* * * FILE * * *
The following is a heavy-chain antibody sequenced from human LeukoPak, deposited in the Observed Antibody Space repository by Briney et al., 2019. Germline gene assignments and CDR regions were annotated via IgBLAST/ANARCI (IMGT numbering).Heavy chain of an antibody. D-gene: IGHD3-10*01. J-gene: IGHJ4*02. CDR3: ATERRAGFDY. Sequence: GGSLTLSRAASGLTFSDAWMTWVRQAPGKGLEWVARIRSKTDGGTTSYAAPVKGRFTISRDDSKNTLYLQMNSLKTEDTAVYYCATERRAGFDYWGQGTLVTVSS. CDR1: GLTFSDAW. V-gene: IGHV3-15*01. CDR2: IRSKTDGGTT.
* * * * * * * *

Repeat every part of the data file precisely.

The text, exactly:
The following is a heavy-chain antibody sequenced from human LeukoPak, deposited in the Observed Antibody Space repository by Briney et al., 2019. Germline gene assignments and CDR regions were annotated via IgBLAST/ANARCI (IMGT numbering).Heavy chain of an antibody. D-gene: IGHD3-10*01. J-gene: IGHJ4*02. CDR3: ATERRAGFDY. Sequence: GGSLTLSRAASGLTFSDAWMTWVRQAPGKGLEWVARIRSKTDGGTTSYAAPVKGRFTISRDDSKNTLYLQMNSLKTEDTAVYYCATERRAGFDYWGQGTLVTVSS. CDR1: GLTFSDAW. V-gene: IGHV3-15*01. CDR2: IRSKTDGGTT.